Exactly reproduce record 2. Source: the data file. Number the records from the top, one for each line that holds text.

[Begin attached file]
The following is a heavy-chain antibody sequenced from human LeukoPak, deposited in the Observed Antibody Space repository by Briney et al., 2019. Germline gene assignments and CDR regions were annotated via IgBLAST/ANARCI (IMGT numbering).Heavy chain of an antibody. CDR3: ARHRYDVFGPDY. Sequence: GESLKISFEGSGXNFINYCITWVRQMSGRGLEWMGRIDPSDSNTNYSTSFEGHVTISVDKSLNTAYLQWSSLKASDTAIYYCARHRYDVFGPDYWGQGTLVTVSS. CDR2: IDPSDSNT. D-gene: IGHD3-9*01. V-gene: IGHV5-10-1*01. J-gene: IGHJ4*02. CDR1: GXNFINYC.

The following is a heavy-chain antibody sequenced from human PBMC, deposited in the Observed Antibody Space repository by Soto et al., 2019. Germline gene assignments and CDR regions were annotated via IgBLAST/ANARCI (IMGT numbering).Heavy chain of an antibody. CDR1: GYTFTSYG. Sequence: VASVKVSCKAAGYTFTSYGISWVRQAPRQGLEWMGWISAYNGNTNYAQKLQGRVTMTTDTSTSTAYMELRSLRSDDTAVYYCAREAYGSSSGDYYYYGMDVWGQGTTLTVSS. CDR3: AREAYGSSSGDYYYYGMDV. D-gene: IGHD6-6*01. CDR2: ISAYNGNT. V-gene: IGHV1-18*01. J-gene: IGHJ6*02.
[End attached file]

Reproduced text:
The following is a heavy-chain antibody sequenced from human PBMC, deposited in the Observed Antibody Space repository by Soto et al., 2019. Germline gene assignments and CDR regions were annotated via IgBLAST/ANARCI (IMGT numbering).Heavy chain of an antibody. CDR1: GYTFTSYG. Sequence: VASVKVSCKAAGYTFTSYGISWVRQAPRQGLEWMGWISAYNGNTNYAQKLQGRVTMTTDTSTSTAYMELRSLRSDDTAVYYCAREAYGSSSGDYYYYGMDVWGQGTTLTVSS. CDR3: AREAYGSSSGDYYYYGMDV. D-gene: IGHD6-6*01. CDR2: ISAYNGNT. V-gene: IGHV1-18*01. J-gene: IGHJ6*02.